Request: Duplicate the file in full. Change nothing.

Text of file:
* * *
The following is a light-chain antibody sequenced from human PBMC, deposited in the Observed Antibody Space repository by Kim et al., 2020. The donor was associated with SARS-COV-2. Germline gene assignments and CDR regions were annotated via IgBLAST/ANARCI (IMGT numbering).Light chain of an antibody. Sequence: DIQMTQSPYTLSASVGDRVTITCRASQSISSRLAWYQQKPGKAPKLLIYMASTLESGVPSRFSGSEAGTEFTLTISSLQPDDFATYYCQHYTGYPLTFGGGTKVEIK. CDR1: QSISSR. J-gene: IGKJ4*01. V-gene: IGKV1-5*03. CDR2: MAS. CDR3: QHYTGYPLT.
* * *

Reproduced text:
The following is a light-chain antibody sequenced from human PBMC, deposited in the Observed Antibody Space repository by Kim et al., 2020. The donor was associated with SARS-COV-2. Germline gene assignments and CDR regions were annotated via IgBLAST/ANARCI (IMGT numbering).Light chain of an antibody. Sequence: DIQMTQSPYTLSASVGDRVTITCRASQSISSRLAWYQQKPGKAPKLLIYMASTLESGVPSRFSGSEAGTEFTLTISSLQPDDFATYYCQHYTGYPLTFGGGTKVEIK. CDR1: QSISSR. J-gene: IGKJ4*01. V-gene: IGKV1-5*03. CDR2: MAS. CDR3: QHYTGYPLT.